Many formerly quiet East Bay suburbs have drawn lots of new residents the past few years because of well-priced housing. One growing city, Tracy, boasts a vibrant downtown loaded with exciting shops, eateries — and a Vintage and Antique Street Faire held twice a year. The fall version of the show will happen Oct. 7.
Patrons will find about 30 antiques, collectible and craft vendors at the event, along with food trucks and a farmers market loaded with Central Valley produce, candy sellers and baked goods. And the first-ever Blues, Brews and BBQ, a music and food festival, will take place the same day from noon to 6 p.m.
While in Tracy, check out the Grand Theater at 715 N. Central Ave. The building opened in 1923 for vaudeville performances and had its heyday in the 1940s as a movie palace. It closed in the 1970s but reopened in 2007 as the Grand Theatre Center for the Arts.
The antiques fair takes place at 10th and A streets. Hours: 8 a.m.-3 p.m. Admission and parking free. Details: 209-830-0796, or see their Facebook page. The popular show is organized by Owl Box Antiques and the Tracy City Center Association.
A benefit: Look for lace-edged bedspreads, table runners, napkins, handkerchiefs, needlepoint, vintage jewelry and more when the nonprofit Lace Museum holds its semi-annual sale Sept. 22-23. And don’t forget to peek at the current show of 1940s to 1960s pieces in the display titled “Grandma’s Lace.”
The museum is at 552 S. Murphy Ave., Sunnyvale. Members-only pre-sale: 5:30-8:30 p.m. Sept. 21. Sale hours: 9:30 a.m.-4 p.m. Sept. 22-23. Free parking. Details: 408-730-4695, or www.thelacemuseum.org.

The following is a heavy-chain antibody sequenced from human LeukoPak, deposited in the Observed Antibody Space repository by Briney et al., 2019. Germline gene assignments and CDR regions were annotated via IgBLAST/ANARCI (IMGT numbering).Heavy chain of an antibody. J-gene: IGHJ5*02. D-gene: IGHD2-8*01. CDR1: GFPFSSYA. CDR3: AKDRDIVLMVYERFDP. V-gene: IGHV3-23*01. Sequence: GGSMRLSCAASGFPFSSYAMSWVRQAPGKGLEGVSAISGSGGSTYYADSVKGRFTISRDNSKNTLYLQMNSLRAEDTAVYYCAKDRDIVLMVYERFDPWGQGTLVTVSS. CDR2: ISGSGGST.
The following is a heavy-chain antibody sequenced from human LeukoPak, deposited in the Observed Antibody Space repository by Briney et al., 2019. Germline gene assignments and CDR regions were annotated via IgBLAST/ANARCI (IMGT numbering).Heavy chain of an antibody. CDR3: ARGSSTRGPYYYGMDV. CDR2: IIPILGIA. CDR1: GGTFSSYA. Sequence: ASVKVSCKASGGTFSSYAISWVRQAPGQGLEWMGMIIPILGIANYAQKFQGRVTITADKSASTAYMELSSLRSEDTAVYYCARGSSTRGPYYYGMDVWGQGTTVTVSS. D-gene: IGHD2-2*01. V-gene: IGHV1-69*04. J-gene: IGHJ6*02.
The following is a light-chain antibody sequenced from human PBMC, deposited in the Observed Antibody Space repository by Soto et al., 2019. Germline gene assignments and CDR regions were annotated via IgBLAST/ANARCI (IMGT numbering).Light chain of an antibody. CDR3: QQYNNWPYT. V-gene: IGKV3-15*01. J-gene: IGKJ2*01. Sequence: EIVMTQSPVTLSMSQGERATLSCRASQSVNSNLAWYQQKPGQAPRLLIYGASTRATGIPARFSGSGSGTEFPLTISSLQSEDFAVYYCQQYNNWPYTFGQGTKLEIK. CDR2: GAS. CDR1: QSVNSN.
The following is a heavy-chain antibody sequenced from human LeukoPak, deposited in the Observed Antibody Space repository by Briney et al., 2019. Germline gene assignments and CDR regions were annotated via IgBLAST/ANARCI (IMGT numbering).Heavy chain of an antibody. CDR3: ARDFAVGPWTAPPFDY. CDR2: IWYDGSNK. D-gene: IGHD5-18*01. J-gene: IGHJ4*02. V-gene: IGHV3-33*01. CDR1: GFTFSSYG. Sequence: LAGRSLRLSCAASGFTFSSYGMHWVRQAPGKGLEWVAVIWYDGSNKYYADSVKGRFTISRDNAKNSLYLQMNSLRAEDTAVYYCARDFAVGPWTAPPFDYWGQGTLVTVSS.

Danville display: An exhibit honoring the great playwright Eugene O’Neill is at the Museum of the San Ramon Valley until Sept. 30. See a selection of playbills and information about O’Neill’s deep Irish roots.
The museum, a former Southern Pacific railroad depot, is at 205 Railroad Ave., Danville. Admission: adults $5; seniors, students and children, $3; members, free. Hours variable Tuesday-Sunday. Details: 925-837-3750, or www.museumsrv.org.
Gourds aplenty: The 15th Magical Glass Pumpkin Patch is set for Sept. 23-24, with viewing hours Sept. 22. The sale was founded in 2002 by Gigi Erickson, Shelly Monfort, Ken Mollenauer and the late great wizard of glass, Tom Stanton. Proceeds support Los Gatos High School art programs.
A record number of colorful orbs — more than 3,500 — in many new designs will be available. Hours: 5-7 p.m. Sept. 22 (you may look only!) then sale hours of 10 a.m.-5 p.m. Sept. 23 and 10 a.m.-3 p.m. Sept. 24. Details: www.magicalglasspumpkinpatch.com.
It’s more than a sign: The Preservation Action Council of San Jose has released a second printing of its “The San Jose Signs Project: A Guide to the Vintage Signage of San Jose.” This slim paperback ($10) is a journey down Memory Lane that will surely appeal to all South Bay natives and anyone enamored with old advertising.
Shown are 25 notable gems, mostly photographed by area historian Heather David. You’ll get the history on the eye-catching symbols of Western Appliance, Wing’s Chinese restaurant, the Cambrian Park Plaza Carousel, Century Theatres and City Center Motel. A centerfold map locates each sign. Two pages of “lost but not forgotten” examples count Valley Fair, Alma Bowl and Spivey’s Drive-In among them.
Get a copy at the Antiques Colony, 1881 W. San Carlos St., San Jose, or History San Jose, 1650 Senter Road, San Jose. Proceeds aid The San Jose Signs Project.
Travel tip: Angel’s Flight, the historic funicular climbing Bunker Hill in downtown Los Angeles (it has been shown in countless films) recently resumed operations since closing in 2013. When it first opened on New Year’s Eve in 1901, the cost of a ride was a penny. It’s now $1 for a one-way trip. I’d suggest adding a journey to your bucket list.
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Published at Wed, 13 Sep 2017 13:00:10 +0000